Sometimes people say, well, you know, when I get to heaven, I’m going to have a thing or two to say to God.
Will you really? Or will you fall on your face as though dead? We use these sort of euphemisms, the big guy upstairs.
And remember who’s writing this vision. It’s John, the disciple whom Jesus loved. He walked with Jesus. He ate with Jesus. Slept in the same room or under the same stars with Jesus. He talked to Him for three years, was among the same smelly fish with Jesus. John knew His voice, but he hadn’t heard this voice, the roar of many waters. John knows in an instant all that I saw of this Jesus, all that I knew of Him, I need to now add this revelation to my picture because this is the voice of a Jesus I didn’t know until now. He falls down as though dead.
Jonathan Edwards, who was given two powerful experiences with God, wrote of this view he had in 1737 of the glory of the Son of God. He writes, “it was as mediator between God and man and his wonderful, grateful, pure, sweet grace and love and meek and gentle condescension the person of Christ appeared ineffably excellent with an excellency great enough to swallow up all thought and conception which kept me the greater part of the time in a flood of tears, weeping aloud. I felt an ardency of soul to be emptied and annihilated, to be in the dust, to be full of Christ alone, to love Him with a holy and pure love, to trust Him, to live upon Him, to serve and follow Him and to be perfectly sanctified and made pure with a divine and heavenly purity.”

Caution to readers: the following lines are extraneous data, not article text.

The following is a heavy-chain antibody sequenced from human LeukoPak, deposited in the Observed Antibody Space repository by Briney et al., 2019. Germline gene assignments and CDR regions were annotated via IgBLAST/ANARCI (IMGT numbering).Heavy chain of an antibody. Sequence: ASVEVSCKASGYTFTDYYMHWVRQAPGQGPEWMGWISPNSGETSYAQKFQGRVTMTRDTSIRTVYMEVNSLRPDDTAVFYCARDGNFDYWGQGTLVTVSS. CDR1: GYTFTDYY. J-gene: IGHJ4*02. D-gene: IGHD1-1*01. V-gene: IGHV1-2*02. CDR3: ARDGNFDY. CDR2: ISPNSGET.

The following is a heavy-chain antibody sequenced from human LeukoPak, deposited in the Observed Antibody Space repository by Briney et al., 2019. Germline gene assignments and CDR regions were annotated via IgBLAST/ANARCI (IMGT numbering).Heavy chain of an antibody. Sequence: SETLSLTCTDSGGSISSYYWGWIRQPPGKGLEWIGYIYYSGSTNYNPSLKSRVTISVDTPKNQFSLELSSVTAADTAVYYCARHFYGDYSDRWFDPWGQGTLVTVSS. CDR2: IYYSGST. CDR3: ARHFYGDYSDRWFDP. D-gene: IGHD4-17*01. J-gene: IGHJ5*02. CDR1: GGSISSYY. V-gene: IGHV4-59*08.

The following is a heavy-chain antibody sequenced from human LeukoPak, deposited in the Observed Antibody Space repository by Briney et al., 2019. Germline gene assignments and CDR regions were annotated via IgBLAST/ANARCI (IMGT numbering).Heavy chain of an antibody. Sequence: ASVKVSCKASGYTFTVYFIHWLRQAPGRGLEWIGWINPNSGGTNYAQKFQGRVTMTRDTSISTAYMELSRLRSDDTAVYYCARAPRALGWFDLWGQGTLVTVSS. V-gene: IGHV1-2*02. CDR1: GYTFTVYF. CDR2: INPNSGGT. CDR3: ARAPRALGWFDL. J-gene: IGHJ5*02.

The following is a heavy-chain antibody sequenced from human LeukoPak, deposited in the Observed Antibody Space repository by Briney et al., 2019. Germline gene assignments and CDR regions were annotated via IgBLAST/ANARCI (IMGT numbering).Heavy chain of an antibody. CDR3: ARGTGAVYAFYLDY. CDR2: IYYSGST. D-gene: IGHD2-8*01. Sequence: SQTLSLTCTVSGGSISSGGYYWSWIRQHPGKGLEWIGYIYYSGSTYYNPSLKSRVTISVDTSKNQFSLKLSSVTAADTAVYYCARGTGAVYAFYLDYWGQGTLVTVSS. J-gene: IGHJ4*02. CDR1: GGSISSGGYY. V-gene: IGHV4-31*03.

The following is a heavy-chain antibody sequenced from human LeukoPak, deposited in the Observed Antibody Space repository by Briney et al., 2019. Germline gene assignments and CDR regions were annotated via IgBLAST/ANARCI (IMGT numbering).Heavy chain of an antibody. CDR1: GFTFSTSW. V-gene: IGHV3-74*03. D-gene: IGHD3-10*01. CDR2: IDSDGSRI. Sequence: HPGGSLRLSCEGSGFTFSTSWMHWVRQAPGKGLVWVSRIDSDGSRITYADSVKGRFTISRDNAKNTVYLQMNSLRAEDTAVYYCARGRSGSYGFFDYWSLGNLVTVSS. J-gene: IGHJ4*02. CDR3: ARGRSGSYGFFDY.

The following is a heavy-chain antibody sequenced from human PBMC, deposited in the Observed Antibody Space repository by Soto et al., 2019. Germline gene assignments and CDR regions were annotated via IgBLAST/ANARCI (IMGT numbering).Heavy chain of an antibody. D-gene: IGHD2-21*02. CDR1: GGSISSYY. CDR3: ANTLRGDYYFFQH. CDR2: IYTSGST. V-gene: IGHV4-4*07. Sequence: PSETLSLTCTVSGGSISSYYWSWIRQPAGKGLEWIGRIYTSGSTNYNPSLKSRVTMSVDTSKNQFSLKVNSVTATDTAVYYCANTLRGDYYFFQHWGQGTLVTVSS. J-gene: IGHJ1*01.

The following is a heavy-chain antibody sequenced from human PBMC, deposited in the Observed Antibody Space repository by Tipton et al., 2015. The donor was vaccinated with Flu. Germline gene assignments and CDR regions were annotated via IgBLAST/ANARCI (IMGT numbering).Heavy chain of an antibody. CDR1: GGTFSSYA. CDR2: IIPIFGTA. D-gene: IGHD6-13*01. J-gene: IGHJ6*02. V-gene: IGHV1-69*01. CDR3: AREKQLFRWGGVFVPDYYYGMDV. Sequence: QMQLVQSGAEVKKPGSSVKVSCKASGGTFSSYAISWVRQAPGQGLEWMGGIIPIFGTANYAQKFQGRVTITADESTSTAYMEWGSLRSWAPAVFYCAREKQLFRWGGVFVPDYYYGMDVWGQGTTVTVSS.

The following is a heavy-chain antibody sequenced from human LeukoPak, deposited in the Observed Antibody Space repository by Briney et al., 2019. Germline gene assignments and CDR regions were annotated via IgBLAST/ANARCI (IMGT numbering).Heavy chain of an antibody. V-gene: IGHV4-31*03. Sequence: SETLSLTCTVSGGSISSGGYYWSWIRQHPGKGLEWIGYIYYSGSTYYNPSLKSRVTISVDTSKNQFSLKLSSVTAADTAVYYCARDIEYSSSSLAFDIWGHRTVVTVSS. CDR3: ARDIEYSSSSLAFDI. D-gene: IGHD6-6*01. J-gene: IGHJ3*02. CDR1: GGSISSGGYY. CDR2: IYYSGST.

Now I know that’s Jonathan Edwards and not many people will feel liked Edwards or write like Edwards, and yet who talks like this today? Who feels like this in the Church today? Who has communed with Christ like this, to feel an ardency of soul to be emptied and to lie in the dust before Christ? Who trembles before Jesus Christ? Not many people. We have a tiny Christ who is there to help us do two things mainly – feel good and be good, but not be good in a way that’s going to upset my life, just stay out of the big sins. That’s what Jesus is – help me feel good, help me cope with life’s problems, help me be a better person. There is not a Christ who evokes this ardency of soul, a Christ as Edwards experienced with divine and heavenly purity. It’s only when we see a Christ as one like a Son of Man with eyes like flames and a voice like many waters and a mouth with a sword and a face like the sun.
Can you connect the dots? It’s only when you have that Christ that you can say what John said at the very beginning, that I am a partner with you in the suffering and in the kingdom and in the patient endurance that are ours in Jesus. You see that in verse 9? In Jesus.
Well, which Jesus? Buddy Jesus, pal Jesus, good feelings Jesus… No, this exalted Jesus. Only when you have that Christ can you be patient.